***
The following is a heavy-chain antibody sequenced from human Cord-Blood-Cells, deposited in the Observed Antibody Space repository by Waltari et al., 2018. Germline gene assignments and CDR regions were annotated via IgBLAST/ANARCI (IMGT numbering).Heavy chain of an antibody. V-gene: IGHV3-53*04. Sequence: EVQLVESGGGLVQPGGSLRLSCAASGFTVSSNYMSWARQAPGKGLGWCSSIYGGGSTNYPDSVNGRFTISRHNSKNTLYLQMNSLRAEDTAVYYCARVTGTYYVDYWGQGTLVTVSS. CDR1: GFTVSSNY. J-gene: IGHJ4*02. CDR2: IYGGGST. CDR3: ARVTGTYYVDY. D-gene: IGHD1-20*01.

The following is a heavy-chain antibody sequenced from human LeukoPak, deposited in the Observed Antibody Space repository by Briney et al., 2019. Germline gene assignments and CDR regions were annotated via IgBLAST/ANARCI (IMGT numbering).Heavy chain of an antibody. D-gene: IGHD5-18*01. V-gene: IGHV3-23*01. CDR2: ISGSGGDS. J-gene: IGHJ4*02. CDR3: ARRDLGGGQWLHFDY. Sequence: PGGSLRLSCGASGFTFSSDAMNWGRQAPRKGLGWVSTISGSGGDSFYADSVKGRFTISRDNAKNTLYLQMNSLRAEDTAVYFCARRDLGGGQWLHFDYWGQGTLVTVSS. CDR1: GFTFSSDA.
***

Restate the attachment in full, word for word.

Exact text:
The following is a heavy-chain antibody sequenced from human Cord-Blood-Cells, deposited in the Observed Antibody Space repository by Waltari et al., 2018. Germline gene assignments and CDR regions were annotated via IgBLAST/ANARCI (IMGT numbering).Heavy chain of an antibody. V-gene: IGHV3-53*04. Sequence: EVQLVESGGGLVQPGGSLRLSCAASGFTVSSNYMSWARQAPGKGLGWCSSIYGGGSTNYPDSVNGRFTISRHNSKNTLYLQMNSLRAEDTAVYYCARVTGTYYVDYWGQGTLVTVSS. CDR1: GFTVSSNY. J-gene: IGHJ4*02. CDR2: IYGGGST. CDR3: ARVTGTYYVDY. D-gene: IGHD1-20*01.

The following is a heavy-chain antibody sequenced from human LeukoPak, deposited in the Observed Antibody Space repository by Briney et al., 2019. Germline gene assignments and CDR regions were annotated via IgBLAST/ANARCI (IMGT numbering).Heavy chain of an antibody. D-gene: IGHD5-18*01. V-gene: IGHV3-23*01. CDR2: ISGSGGDS. J-gene: IGHJ4*02. CDR3: ARRDLGGGQWLHFDY. Sequence: PGGSLRLSCGASGFTFSSDAMNWGRQAPRKGLGWVSTISGSGGDSFYADSVKGRFTISRDNAKNTLYLQMNSLRAEDTAVYFCARRDLGGGQWLHFDYWGQGTLVTVSS. CDR1: GFTFSSDA.